Early in his term, Echeverría initiated Plan Huicot to implement his promise of committing federal resources to the development of indigenous communities. The plan was headed up by Echeverría's new director of the INI, Gonzalo Aguirre Beltrán, a Mexican anthropologist. Throughout these development programs, INI acted as a liaison between indigenous communities and other federal agencies and as a distributor of the resources of those collaborating agencies. Plan Huicot was the first of many plans to address the economic issues indigenous communities faced. Through Plan Huicot and the following initiatives the federal government invested $96.5 million pesos from 1971-1973.[25]

In terms of economic development, the INI invested in indigenous agricultural production with programs for providing equipment, environmental sustainability, providing professional assistance, as well as helping gain land titles and other legal services concerning land ownership. Under the Echeverría administration, the INI handled 838 land title cases which eventually benefited 243,500 indigenous peoples. Echeverria also distributed 6.5 million hectares to indigenous groups.[25]

The INI also expanded medical services and patient capacity in the CCI's. Indigenous use of these services was limited at first because of mistrust of Western medicine and preference for folk medicine treatments. To break down this mistrust, the INI provided scholarships to indigenous youth to train as medical personal and trained 88 doctors and 382 medical assistants by 1976.[25]

Indigenous communities had mistrusted past Indigenista education programs when non-Indigenous professionals were sent in. To increase the effectiveness and indigenous participation in public education, the INI replaced mestizo teachers with indigenous ones. They also increased training of bilingual teachers and cultural promoters from 3500 in 1970 to 14,000 (8,000 cultural promoters and 6,000 teachers) in 1976. The role of cultural promoters was to relay the mission of the INI to indigenous communities as a native indigenous speaker. Both the teachers and promoters were trained by the SEP, but worked through the CCI's as part of an agency collaboration.[25]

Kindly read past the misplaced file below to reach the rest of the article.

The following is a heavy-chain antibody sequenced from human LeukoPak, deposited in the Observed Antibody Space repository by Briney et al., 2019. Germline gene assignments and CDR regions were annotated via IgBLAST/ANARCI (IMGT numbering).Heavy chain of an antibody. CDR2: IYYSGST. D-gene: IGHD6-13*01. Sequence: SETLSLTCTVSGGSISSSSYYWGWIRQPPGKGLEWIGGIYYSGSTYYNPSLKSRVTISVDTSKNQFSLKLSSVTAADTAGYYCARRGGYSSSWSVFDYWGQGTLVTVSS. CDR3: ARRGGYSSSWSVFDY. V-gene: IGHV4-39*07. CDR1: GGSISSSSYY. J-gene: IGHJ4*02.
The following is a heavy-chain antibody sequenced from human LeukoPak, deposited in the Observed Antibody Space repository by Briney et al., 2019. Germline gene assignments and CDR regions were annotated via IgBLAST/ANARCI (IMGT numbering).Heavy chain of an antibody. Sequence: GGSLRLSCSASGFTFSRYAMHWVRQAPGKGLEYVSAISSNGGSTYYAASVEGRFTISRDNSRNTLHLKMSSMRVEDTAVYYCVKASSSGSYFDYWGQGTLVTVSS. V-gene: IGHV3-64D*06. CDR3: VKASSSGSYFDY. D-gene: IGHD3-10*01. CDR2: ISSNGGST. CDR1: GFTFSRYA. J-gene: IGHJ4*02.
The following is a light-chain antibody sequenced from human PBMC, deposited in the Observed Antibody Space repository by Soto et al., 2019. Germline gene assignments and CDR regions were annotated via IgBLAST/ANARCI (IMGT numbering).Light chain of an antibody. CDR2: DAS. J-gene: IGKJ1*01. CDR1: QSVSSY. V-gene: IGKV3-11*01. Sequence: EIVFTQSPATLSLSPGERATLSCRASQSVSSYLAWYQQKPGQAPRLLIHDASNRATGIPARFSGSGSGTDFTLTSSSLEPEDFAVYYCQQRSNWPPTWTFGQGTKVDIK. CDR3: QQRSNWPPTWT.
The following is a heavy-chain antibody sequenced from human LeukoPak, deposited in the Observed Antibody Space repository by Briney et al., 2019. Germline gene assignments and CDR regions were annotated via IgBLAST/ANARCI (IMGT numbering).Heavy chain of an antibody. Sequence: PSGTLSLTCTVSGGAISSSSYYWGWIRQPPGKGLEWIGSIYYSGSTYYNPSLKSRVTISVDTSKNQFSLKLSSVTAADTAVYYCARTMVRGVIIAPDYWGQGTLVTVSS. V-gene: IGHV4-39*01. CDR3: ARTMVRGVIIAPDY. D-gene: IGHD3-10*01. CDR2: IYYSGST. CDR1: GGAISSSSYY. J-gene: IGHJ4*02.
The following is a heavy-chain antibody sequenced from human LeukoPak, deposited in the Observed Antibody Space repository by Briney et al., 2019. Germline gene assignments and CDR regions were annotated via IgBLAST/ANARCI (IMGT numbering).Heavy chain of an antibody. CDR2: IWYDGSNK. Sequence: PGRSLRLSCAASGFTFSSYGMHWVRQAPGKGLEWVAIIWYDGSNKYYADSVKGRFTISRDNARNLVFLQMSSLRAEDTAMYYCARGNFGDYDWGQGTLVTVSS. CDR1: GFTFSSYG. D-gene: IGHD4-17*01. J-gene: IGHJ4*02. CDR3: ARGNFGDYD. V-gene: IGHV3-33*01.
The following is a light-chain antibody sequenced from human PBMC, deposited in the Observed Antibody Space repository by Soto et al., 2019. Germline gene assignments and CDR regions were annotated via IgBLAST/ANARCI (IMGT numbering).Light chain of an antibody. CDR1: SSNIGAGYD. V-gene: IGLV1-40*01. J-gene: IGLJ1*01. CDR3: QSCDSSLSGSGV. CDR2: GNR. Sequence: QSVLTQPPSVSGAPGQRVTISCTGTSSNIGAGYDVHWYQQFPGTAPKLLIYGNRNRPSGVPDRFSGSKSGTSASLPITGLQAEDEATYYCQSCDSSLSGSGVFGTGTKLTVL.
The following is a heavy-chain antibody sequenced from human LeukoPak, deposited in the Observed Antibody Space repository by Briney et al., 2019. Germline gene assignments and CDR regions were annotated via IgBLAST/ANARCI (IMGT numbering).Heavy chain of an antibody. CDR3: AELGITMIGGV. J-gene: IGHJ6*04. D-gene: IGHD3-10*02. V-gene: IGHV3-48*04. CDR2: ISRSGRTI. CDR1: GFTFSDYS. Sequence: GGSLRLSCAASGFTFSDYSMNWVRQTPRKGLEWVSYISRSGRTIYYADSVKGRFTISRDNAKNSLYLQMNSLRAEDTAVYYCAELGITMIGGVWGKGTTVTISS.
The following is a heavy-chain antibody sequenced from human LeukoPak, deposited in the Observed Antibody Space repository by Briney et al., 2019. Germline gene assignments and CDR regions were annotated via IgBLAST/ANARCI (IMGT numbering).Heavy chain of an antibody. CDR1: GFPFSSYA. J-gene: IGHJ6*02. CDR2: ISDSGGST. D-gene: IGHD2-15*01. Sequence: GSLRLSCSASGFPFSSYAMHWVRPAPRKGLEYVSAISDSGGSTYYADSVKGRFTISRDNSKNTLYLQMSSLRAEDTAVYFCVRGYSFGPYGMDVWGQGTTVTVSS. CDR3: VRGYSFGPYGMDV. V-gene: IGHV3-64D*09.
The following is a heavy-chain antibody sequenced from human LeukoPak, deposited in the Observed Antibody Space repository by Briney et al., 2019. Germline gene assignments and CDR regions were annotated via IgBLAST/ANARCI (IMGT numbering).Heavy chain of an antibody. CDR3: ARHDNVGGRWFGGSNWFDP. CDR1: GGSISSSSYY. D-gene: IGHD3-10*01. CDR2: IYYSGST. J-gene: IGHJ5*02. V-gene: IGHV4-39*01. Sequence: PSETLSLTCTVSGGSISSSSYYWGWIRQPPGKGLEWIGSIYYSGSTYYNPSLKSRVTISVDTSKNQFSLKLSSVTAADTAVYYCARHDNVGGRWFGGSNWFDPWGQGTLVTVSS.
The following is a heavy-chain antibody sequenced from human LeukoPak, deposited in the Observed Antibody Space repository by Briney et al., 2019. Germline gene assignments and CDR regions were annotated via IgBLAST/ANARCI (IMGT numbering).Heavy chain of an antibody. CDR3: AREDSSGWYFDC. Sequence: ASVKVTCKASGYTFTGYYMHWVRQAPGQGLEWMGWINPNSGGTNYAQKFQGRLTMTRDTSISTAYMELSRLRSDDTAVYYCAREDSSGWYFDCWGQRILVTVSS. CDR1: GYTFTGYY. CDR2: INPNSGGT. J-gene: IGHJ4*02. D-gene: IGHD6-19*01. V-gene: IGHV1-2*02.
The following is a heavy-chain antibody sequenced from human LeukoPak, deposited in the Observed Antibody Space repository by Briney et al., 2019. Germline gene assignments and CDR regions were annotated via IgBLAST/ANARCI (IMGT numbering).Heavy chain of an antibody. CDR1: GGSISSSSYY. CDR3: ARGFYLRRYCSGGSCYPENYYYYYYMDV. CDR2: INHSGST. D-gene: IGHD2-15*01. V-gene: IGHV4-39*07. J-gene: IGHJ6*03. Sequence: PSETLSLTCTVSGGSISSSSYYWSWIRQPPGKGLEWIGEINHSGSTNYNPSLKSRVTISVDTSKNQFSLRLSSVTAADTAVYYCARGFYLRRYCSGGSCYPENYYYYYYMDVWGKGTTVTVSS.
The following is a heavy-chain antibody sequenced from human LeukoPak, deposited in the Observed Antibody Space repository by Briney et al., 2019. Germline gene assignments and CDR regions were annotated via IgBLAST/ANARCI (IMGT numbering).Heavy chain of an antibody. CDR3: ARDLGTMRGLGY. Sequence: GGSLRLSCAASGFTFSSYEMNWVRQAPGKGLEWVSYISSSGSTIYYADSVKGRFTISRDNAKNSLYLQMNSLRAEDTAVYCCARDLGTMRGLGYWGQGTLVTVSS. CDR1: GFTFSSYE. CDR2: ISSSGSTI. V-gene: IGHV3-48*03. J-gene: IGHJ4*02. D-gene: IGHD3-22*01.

First National Congress of Indigenous PeopleEdit

In Pátzcuaro, Michoacán the First National Congress of Indigenous People was held from October 7–10, 1975. It was preceded by 58 regional conferences held at the Indigenous Coordinating Centers to discuss the problems local indigenous communities were facing. From those regional conferences delegates were selected by the communities to represent them at the national conference. 56 delegations of about 15 delegates were present. There were over 2500 indigenous people in attendance including delegates and general participants.[15] The original agenda of the conference specifically included the discussion of land reform and the integration of marginalized ethnic groups as well as generally attaining indigenous economic, social, and political rights. The governments hope was that the conference would give agency to indigenous communities to create their own vision of progress.[15]

The final demands of the indigenous delegates to Echeverría included improved distribution of land and resources, improved infrastructure for travel and medical care, the nationalization of agricultural industries, access to credit, fair rates for artisan products, bilingual and bicultural education for all ages, and gender equality. In addition there was call for indigenous autonomy, self-determination, and federal recognition of indigenous uses and customs.[15] Indigenous leaders justified their demand for self-determination in claiming it was their given right from the Mexican Revolution. Enacting self-determination meant a voluntary incorporation by indigenous peoples into national society as Mexican citizens [15]